1. Embedded as an iFrame. When you add Looker to your data product using this method, you can offer the entire Looker experience—the entire user interface—to your users within your core application. It might be a tabbed section of your product that allows the user to use a fully white-labeled instance of Looker within your application. This can have functionality restricted or expanded as needed. Want your user to use Looker as a playground to explore data at will? You can do that. Want to show charts and tables in a specific format that users are unable to modify? You can do that too with Looker embedded as an iFrame within your product.
  2. Embedded alongside workflow. You can also embed elements of Looker—a chart, a table, an infographic or just a metric value—right alongside your product’s workflow.

    Say you’ve got a system that allows customers to manage inventory for multiple locations. You can embed inventory level charts, quantities remaining, etc., right next to your functionality for placing new orders. This ability to offer Looker-derived elements in context is exceptionally powerful. And, since Looker manages the definitions of all of your metrics, you don’t need to worry that “amount remaining” is different from page to page, user to user.

    The embedding experience is fantastic. It’s so good that the Looker demo is set up so that it shows you which elements of the data product were built by the “customer” and which are powered by Looker. The experience is so seamless that, if they didn’t point out which was which, you’d never know where one ended and the other began.

If you watch a demo of Looker (and you should—it’s impressive) you might hear the phrase “modern analytics for modern data products.”  What’s this mean?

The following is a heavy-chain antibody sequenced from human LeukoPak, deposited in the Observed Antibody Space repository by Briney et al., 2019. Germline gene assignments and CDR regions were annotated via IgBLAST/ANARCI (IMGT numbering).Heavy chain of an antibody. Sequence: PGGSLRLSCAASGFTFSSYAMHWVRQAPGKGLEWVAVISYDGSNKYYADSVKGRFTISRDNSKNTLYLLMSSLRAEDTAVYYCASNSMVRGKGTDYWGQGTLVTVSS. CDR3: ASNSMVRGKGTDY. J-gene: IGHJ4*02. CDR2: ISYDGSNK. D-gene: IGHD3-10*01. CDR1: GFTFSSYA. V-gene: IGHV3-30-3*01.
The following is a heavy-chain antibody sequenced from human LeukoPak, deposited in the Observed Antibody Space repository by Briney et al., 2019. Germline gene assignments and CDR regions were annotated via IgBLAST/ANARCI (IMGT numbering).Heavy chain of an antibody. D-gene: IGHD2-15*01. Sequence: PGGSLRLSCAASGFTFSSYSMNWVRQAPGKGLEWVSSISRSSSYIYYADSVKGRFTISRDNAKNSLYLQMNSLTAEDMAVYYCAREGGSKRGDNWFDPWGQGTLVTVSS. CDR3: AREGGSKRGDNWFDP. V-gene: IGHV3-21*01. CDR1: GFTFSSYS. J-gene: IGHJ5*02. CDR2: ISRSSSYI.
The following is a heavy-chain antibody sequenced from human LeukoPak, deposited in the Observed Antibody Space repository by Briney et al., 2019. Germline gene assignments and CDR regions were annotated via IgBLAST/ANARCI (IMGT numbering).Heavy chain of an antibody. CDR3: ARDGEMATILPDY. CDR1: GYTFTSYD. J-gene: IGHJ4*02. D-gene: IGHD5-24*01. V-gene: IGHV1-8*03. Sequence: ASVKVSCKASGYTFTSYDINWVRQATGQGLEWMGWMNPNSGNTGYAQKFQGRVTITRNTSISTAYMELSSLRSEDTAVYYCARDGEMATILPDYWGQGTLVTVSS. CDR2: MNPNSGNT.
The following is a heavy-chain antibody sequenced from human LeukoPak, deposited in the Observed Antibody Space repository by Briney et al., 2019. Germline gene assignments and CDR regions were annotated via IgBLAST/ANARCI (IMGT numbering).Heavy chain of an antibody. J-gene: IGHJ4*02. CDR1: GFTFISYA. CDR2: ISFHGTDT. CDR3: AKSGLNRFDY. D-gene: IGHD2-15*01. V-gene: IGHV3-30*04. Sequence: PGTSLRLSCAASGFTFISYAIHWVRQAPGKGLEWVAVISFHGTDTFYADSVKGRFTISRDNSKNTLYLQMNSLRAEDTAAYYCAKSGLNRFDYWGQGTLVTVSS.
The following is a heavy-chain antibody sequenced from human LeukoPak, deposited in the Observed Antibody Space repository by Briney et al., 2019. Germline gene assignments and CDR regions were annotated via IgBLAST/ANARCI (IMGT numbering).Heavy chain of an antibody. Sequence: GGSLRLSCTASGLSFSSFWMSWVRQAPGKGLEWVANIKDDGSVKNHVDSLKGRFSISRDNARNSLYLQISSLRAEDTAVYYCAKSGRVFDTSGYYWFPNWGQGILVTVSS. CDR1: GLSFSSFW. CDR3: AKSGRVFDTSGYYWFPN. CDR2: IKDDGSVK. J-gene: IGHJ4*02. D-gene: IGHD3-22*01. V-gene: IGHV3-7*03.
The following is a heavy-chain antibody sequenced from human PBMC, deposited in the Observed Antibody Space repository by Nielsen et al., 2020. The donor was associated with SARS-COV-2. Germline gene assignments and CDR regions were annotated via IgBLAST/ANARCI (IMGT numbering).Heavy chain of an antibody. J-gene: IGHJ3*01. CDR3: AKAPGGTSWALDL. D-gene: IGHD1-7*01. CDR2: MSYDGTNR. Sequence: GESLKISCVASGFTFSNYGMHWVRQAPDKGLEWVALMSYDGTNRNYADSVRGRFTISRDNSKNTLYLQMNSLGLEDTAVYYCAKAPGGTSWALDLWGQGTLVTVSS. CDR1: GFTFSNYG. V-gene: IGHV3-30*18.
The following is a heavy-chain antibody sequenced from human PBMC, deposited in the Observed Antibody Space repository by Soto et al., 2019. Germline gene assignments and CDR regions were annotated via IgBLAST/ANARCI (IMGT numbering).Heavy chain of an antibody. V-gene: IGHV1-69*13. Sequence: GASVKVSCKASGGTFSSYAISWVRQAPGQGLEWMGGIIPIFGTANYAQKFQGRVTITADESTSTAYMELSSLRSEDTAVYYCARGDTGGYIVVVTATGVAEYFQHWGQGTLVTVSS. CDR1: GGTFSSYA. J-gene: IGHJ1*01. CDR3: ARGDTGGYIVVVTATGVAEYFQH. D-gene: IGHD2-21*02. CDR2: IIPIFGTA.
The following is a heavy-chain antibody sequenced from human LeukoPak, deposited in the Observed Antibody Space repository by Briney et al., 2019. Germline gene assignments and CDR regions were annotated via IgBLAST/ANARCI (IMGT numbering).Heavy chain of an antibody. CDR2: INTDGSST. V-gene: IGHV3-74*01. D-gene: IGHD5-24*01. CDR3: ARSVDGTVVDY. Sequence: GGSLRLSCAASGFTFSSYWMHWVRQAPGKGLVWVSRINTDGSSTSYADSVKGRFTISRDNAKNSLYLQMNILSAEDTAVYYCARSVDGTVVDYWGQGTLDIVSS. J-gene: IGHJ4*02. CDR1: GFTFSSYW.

For those building data products, it means an entirely different architecture from older platforms that move data into data marts before the analytics can be displayed. Looker takes advantage of the speed and functionality of modern databases (such as Snowflake or Redshift) and acts on your data in place, rather than copying a subset to a storage location.

This is huge for data products. 

First, it means you don’t need to worry about moving, synchronizing, and paying for storing data a second time.

Next, it means that you can drill down from high-level aggregate charts (like quarterly averages) all the way down to the source, transaction-level data. With platforms that store extracts of your data, this is tough to do and is usually only done when the cost and extra work are warranted. With Looker, the full drill down capability is built-in and incurs no extra costs or time.

Finally, the use of modern database functionality allows Looker to operate in real-time if needed. While systems that extract and store data for analytics often refresh once or twice per day, Looker is operating on your source data. Need to know what’s happening this very second?  Looker is the platform for you.

But in addition to these capabilities that result from the use of modern database technologies, Looker has a few more tricks up its sleeve…

With many platforms, each customer of your data product will have its own data store. Add a new customer?  Add a new data store. With Looker it’s different. Since data isn’t moved into a separate data store for each customer, the on-boarding of a new customer is simple and done through Looker’s robust API. Think hours versus weeks.